Cecil – 5 Year Anniversary

Stephen Wiggins Article Leave a Comment

Banner image courtesy of Brent Stapelkamp

Cecil’s Roar” video – Courtesy of Craig Thomas

On the 5th anniversary of Cecil the lion’s torture and death, let’s hear him roar again and let’s roar for him (and all such wildlife persecuted in the name of ‘sports’ trophy hunting) – see social media material at the foot of this page.

Late on 1 July 2015, somewhere between 9pm and 11pm, Hwange’s famous tourist attraction, Cecil was lured (baited, so not a “fair chase” hunt) to his death in a bereft hunting concession from the protection of Hwange National Park, Zimbabwe by an American trophy hunting dentist, Walter Palmer and ‘Professional Hunter’ Theo Bronkhorst (Loveridge 2018):

  • There was no lion hunting quota for the Gwaai Conservancy where Cecil was lured to be cruelly killed – by 2013 and 2014 most of the lion population hunted in the Gwaai were subadults, and as a consequence of this poor record, the area lost its lion-hunting quota for the 2015 season;
  • Cecil was lured by the carcass of a trophy hunted elephant in the concession of Honest Ndlovu – Antoinette Farm;

In media reports it was widely touted that Cecil suffered in agony for 40 hours. This claim is inaccurate and exaggerated. It’s unlikely he’d have lived that long with such a severe thoracic injury. However, he most definitely did not die instantly and almost certainly suffered considerably. Judging from the events described by Cornelius [Cornelius Ncube, the camp tracker] and the data sent by the GPS collar, the injured lion most likely was killed 10 to 12 hours after being wounded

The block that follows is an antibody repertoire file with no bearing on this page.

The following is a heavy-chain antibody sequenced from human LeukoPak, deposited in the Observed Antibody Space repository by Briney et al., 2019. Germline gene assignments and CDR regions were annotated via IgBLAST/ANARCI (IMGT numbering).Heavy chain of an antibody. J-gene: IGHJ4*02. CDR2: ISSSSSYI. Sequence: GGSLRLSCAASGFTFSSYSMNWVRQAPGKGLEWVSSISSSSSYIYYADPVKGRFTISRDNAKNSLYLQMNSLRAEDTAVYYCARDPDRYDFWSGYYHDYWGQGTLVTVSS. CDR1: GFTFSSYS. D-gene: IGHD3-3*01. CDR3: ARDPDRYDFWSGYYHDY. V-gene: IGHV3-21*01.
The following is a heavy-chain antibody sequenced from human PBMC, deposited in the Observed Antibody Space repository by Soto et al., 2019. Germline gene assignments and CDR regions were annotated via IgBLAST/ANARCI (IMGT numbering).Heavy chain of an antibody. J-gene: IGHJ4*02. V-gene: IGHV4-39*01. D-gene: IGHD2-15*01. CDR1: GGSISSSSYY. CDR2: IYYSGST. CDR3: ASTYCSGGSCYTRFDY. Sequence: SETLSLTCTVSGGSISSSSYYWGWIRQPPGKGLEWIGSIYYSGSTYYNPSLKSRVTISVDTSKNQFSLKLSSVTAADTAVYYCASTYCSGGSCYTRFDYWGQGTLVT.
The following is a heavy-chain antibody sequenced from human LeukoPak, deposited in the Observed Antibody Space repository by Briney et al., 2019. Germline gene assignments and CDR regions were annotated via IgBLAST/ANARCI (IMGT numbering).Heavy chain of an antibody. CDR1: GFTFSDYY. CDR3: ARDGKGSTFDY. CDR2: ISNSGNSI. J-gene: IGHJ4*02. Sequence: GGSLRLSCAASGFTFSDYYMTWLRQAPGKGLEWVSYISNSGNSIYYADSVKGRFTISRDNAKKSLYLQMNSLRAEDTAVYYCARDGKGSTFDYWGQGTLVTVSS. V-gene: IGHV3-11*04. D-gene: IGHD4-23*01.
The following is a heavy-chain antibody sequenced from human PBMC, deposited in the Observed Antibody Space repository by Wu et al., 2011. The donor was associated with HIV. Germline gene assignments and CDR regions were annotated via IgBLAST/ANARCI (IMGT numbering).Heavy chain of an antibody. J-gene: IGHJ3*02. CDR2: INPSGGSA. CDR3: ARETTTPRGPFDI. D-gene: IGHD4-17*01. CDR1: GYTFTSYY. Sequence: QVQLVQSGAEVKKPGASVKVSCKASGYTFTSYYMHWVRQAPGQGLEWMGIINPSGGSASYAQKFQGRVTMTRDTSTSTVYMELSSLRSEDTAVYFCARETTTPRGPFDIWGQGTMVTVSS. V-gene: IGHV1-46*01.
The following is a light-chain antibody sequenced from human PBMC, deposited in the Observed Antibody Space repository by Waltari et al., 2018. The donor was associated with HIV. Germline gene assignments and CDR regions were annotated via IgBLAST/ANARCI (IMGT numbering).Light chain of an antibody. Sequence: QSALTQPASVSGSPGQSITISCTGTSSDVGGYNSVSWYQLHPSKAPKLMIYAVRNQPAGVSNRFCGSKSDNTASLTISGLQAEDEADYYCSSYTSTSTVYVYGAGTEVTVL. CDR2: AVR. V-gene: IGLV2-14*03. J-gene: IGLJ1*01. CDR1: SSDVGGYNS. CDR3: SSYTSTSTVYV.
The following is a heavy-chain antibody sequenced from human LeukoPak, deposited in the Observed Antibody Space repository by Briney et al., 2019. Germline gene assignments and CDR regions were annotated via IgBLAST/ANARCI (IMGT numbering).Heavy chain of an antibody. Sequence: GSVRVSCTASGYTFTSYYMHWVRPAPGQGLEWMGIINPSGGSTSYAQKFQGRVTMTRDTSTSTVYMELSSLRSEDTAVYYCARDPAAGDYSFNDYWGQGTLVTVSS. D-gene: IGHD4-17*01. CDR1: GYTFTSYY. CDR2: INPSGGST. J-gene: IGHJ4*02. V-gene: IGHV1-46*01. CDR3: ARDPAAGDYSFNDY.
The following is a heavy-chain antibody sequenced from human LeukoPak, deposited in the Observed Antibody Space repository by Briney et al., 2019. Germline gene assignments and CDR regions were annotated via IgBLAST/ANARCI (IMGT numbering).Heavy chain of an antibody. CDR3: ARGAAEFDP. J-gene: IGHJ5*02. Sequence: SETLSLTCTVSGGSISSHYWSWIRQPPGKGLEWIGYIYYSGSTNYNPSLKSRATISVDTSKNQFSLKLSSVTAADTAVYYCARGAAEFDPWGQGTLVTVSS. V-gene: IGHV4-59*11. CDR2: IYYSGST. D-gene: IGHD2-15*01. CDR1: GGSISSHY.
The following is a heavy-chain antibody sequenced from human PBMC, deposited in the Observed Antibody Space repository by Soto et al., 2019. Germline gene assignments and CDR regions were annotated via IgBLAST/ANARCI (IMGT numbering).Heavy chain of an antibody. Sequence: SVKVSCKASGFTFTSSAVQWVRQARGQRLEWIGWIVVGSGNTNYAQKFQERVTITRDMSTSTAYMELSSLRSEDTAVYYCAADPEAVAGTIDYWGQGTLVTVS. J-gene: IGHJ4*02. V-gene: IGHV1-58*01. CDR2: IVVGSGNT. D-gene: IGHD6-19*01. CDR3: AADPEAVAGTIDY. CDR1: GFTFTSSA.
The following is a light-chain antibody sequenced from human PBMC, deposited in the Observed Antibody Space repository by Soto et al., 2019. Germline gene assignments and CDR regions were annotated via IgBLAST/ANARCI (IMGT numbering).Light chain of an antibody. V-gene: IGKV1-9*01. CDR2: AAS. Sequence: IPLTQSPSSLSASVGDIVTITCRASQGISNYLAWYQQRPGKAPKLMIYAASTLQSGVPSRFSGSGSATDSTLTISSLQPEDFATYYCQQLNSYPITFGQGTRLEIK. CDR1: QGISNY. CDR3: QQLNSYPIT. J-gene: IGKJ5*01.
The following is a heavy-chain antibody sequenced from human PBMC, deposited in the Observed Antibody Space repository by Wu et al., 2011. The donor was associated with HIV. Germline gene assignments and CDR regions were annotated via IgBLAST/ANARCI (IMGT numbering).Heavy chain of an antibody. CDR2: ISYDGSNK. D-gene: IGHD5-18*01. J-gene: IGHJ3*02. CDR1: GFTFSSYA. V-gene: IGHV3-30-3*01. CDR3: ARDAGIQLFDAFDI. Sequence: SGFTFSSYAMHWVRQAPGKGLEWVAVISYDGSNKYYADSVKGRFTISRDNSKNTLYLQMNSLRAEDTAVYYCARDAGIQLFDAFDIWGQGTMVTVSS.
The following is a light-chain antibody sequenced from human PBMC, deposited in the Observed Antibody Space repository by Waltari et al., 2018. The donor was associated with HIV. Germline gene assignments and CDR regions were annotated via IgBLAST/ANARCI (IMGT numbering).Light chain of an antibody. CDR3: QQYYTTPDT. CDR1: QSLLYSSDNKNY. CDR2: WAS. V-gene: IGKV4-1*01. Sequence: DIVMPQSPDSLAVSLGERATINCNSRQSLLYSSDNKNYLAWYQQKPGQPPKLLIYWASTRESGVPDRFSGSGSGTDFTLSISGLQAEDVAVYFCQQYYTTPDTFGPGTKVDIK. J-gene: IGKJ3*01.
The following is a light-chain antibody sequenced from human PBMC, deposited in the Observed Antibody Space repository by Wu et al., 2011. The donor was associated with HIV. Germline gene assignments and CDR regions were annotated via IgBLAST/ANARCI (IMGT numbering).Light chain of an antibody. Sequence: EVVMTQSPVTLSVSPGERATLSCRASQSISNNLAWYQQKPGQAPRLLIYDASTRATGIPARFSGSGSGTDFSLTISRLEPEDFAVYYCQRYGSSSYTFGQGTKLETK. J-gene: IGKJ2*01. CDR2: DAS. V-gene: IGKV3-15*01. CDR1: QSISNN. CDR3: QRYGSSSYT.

Regardless of the clear lack of any legitimate permit for Cecil to be lured from Hwange National Park to be tortured and executed in the Gwaai concession by Bronkhorst, Palmer, Ndlovu, none of these parties has ever been formally indicted for the wrong-doing – due to the cover-up, corruption and trophy hunting’s deceit (Loveridge 2018).

How does luring healthy, research collared lions to their death from a photographic tourism area support the hunters’ claims that their ‘sport’ conserves lion habitat not suitable for photographic tourism? There has been no explanation why luring a healthy male lion to be killed in an empty hunting concession can be justified by pro-hunting advocates as ‘conservation.’

Until the lion has its own storyteller, tales of the lion hunt will always glorify the hunter” is often cited as a Zimbabwean proverb.

In the circumstances, perhaps this proverb should be updated to “Even when the lion has its own storyteller, tales of the lion hunt and corruption will always glorify (sic) and exonerate the hunters.

Can one lion make a difference?

Taking a lion’s life for narcissistic pleasure makes a difference to the world – not just the negative impact on species’ conservation, but it holds a mirror to us all and asks can we allow such blood-lust attrition in today’s so-called environmentally conscious, ‘civilised’ society?

My answer is, such killings shame the whole of humanity…………..Cecil’s death accentuates humanity’s ‘Dark Triad’ – those amongst us with Machiavellian, narcissistic, psychopathic tendencies, callous and devoid of empathy that kill animals for pleasure and try to justify and excuse it (as ‘cultural,’ ‘man’s basic instincts,’ ‘always good for the world/conservation,’ a ‘hunter’s right’ etc.), when in reality it’s all too often about the hunter’s self-glorification and the satisfaction of a trophy hunter’s selfish ‘needs’ – “Trophy Hunting – A Psychological Perspective,” Beattie, G., 2020, Routledge


Lions from Hwange National Park killed by trophy hunters – Pictures of Seduli courtesy of Big Cat Conservation